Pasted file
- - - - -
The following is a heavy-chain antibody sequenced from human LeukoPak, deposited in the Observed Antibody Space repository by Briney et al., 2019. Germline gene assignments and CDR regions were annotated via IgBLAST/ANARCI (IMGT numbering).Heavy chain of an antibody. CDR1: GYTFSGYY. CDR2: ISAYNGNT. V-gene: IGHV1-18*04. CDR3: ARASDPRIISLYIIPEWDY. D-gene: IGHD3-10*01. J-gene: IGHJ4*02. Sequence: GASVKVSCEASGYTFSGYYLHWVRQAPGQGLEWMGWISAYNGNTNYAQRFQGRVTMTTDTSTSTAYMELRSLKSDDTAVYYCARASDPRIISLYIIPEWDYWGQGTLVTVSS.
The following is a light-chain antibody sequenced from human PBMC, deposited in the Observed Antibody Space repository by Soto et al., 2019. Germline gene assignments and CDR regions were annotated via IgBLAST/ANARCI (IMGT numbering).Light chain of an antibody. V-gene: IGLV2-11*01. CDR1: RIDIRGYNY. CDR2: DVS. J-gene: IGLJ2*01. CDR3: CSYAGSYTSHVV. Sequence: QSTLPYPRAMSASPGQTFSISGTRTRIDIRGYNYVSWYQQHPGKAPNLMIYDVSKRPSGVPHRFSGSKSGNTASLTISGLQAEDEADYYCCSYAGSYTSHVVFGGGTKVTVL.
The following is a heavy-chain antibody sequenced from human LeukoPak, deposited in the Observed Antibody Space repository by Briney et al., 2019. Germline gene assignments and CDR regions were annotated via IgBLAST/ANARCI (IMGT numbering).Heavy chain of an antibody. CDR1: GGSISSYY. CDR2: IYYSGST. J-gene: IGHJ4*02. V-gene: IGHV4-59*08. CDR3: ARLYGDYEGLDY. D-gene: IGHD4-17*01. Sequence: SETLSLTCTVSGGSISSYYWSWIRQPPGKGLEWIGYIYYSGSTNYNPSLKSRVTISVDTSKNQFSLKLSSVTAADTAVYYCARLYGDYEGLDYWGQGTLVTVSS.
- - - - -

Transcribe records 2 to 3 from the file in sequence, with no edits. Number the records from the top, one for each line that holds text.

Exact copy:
The following is a light-chain antibody sequenced from human PBMC, deposited in the Observed Antibody Space repository by Soto et al., 2019. Germline gene assignments and CDR regions were annotated via IgBLAST/ANARCI (IMGT numbering).Light chain of an antibody. V-gene: IGLV2-11*01. CDR1: RIDIRGYNY. CDR2: DVS. J-gene: IGLJ2*01. CDR3: CSYAGSYTSHVV. Sequence: QSTLPYPRAMSASPGQTFSISGTRTRIDIRGYNYVSWYQQHPGKAPNLMIYDVSKRPSGVPHRFSGSKSGNTASLTISGLQAEDEADYYCCSYAGSYTSHVVFGGGTKVTVL.
The following is a heavy-chain antibody sequenced from human LeukoPak, deposited in the Observed Antibody Space repository by Briney et al., 2019. Germline gene assignments and CDR regions were annotated via IgBLAST/ANARCI (IMGT numbering).Heavy chain of an antibody. CDR1: GGSISSYY. CDR2: IYYSGST. J-gene: IGHJ4*02. V-gene: IGHV4-59*08. CDR3: ARLYGDYEGLDY. D-gene: IGHD4-17*01. Sequence: SETLSLTCTVSGGSISSYYWSWIRQPPGKGLEWIGYIYYSGSTNYNPSLKSRVTISVDTSKNQFSLKLSSVTAADTAVYYCARLYGDYEGLDYWGQGTLVTVSS.